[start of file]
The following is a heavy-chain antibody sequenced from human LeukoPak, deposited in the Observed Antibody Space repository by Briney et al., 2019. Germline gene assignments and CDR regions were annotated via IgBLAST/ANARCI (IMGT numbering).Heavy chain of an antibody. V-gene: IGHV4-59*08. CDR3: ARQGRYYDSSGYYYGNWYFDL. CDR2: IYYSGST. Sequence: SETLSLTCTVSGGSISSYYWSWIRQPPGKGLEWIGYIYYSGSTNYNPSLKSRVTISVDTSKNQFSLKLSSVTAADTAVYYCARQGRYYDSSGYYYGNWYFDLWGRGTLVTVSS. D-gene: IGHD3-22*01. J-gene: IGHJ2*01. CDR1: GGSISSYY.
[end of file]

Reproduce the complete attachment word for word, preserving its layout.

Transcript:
The following is a heavy-chain antibody sequenced from human LeukoPak, deposited in the Observed Antibody Space repository by Briney et al., 2019. Germline gene assignments and CDR regions were annotated via IgBLAST/ANARCI (IMGT numbering).Heavy chain of an antibody. V-gene: IGHV4-59*08. CDR3: ARQGRYYDSSGYYYGNWYFDL. CDR2: IYYSGST. Sequence: SETLSLTCTVSGGSISSYYWSWIRQPPGKGLEWIGYIYYSGSTNYNPSLKSRVTISVDTSKNQFSLKLSSVTAADTAVYYCARQGRYYDSSGYYYGNWYFDLWGRGTLVTVSS. D-gene: IGHD3-22*01. J-gene: IGHJ2*01. CDR1: GGSISSYY.